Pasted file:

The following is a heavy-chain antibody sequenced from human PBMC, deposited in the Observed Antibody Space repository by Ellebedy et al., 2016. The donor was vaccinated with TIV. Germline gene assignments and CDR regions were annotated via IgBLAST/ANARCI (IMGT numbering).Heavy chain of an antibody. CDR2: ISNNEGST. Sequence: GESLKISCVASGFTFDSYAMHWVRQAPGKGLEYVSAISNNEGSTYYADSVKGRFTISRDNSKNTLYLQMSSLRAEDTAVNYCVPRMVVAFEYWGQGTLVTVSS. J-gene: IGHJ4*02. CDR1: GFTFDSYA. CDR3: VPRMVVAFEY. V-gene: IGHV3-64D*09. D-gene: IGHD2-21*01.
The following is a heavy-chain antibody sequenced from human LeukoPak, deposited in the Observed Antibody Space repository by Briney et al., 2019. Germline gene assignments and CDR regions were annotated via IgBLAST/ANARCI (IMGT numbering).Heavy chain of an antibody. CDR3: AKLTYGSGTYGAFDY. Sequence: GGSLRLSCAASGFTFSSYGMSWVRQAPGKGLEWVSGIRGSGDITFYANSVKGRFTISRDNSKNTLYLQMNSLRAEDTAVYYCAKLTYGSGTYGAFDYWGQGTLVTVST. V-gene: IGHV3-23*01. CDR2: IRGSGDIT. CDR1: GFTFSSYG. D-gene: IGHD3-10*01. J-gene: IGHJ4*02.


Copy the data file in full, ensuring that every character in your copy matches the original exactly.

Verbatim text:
The following is a heavy-chain antibody sequenced from human PBMC, deposited in the Observed Antibody Space repository by Ellebedy et al., 2016. The donor was vaccinated with TIV. Germline gene assignments and CDR regions were annotated via IgBLAST/ANARCI (IMGT numbering).Heavy chain of an antibody. CDR2: ISNNEGST. Sequence: GESLKISCVASGFTFDSYAMHWVRQAPGKGLEYVSAISNNEGSTYYADSVKGRFTISRDNSKNTLYLQMSSLRAEDTAVNYCVPRMVVAFEYWGQGTLVTVSS. J-gene: IGHJ4*02. CDR1: GFTFDSYA. CDR3: VPRMVVAFEY. V-gene: IGHV3-64D*09. D-gene: IGHD2-21*01.
The following is a heavy-chain antibody sequenced from human LeukoPak, deposited in the Observed Antibody Space repository by Briney et al., 2019. Germline gene assignments and CDR regions were annotated via IgBLAST/ANARCI (IMGT numbering).Heavy chain of an antibody. CDR3: AKLTYGSGTYGAFDY. Sequence: GGSLRLSCAASGFTFSSYGMSWVRQAPGKGLEWVSGIRGSGDITFYANSVKGRFTISRDNSKNTLYLQMNSLRAEDTAVYYCAKLTYGSGTYGAFDYWGQGTLVTVST. V-gene: IGHV3-23*01. CDR2: IRGSGDIT. CDR1: GFTFSSYG. D-gene: IGHD3-10*01. J-gene: IGHJ4*02.